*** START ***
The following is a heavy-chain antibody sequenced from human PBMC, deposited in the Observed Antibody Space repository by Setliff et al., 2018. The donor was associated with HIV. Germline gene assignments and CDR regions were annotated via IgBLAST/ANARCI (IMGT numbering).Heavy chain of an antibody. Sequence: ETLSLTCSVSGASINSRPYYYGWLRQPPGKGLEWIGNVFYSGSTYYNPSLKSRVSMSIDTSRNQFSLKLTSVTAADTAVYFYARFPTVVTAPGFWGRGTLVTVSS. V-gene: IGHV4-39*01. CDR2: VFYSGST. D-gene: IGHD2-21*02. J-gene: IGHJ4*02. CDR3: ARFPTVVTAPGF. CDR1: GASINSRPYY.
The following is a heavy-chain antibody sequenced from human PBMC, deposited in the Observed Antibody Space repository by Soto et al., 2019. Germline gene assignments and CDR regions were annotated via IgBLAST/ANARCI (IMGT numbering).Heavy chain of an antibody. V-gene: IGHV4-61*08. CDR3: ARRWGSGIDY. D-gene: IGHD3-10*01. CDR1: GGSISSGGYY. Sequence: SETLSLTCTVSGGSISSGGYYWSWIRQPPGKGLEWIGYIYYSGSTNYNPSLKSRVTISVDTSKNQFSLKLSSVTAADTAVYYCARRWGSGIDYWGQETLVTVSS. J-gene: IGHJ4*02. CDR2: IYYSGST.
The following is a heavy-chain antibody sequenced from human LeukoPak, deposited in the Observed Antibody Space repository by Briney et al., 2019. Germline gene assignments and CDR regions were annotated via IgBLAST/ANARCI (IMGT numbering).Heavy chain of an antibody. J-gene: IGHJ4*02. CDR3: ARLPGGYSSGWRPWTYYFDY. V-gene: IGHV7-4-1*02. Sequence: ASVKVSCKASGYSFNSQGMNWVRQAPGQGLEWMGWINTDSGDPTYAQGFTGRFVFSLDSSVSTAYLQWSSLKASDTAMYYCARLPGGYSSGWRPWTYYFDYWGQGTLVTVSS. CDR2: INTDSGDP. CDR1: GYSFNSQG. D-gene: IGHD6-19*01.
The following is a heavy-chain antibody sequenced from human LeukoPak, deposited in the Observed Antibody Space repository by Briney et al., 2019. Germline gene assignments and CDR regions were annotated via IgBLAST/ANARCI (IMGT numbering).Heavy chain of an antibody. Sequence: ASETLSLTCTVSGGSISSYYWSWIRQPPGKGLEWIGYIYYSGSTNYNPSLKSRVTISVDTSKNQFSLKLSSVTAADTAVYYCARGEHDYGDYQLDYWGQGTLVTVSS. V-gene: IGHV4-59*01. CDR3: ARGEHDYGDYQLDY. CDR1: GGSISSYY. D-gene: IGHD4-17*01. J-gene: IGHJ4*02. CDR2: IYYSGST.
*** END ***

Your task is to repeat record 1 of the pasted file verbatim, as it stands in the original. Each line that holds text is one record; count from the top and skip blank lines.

The following is a heavy-chain antibody sequenced from human PBMC, deposited in the Observed Antibody Space repository by Setliff et al., 2018. The donor was associated with HIV. Germline gene assignments and CDR regions were annotated via IgBLAST/ANARCI (IMGT numbering).Heavy chain of an antibody. Sequence: ETLSLTCSVSGASINSRPYYYGWLRQPPGKGLEWIGNVFYSGSTYYNPSLKSRVSMSIDTSRNQFSLKLTSVTAADTAVYFYARFPTVVTAPGFWGRGTLVTVSS. V-gene: IGHV4-39*01. CDR2: VFYSGST. D-gene: IGHD2-21*02. J-gene: IGHJ4*02. CDR3: ARFPTVVTAPGF. CDR1: GASINSRPYY.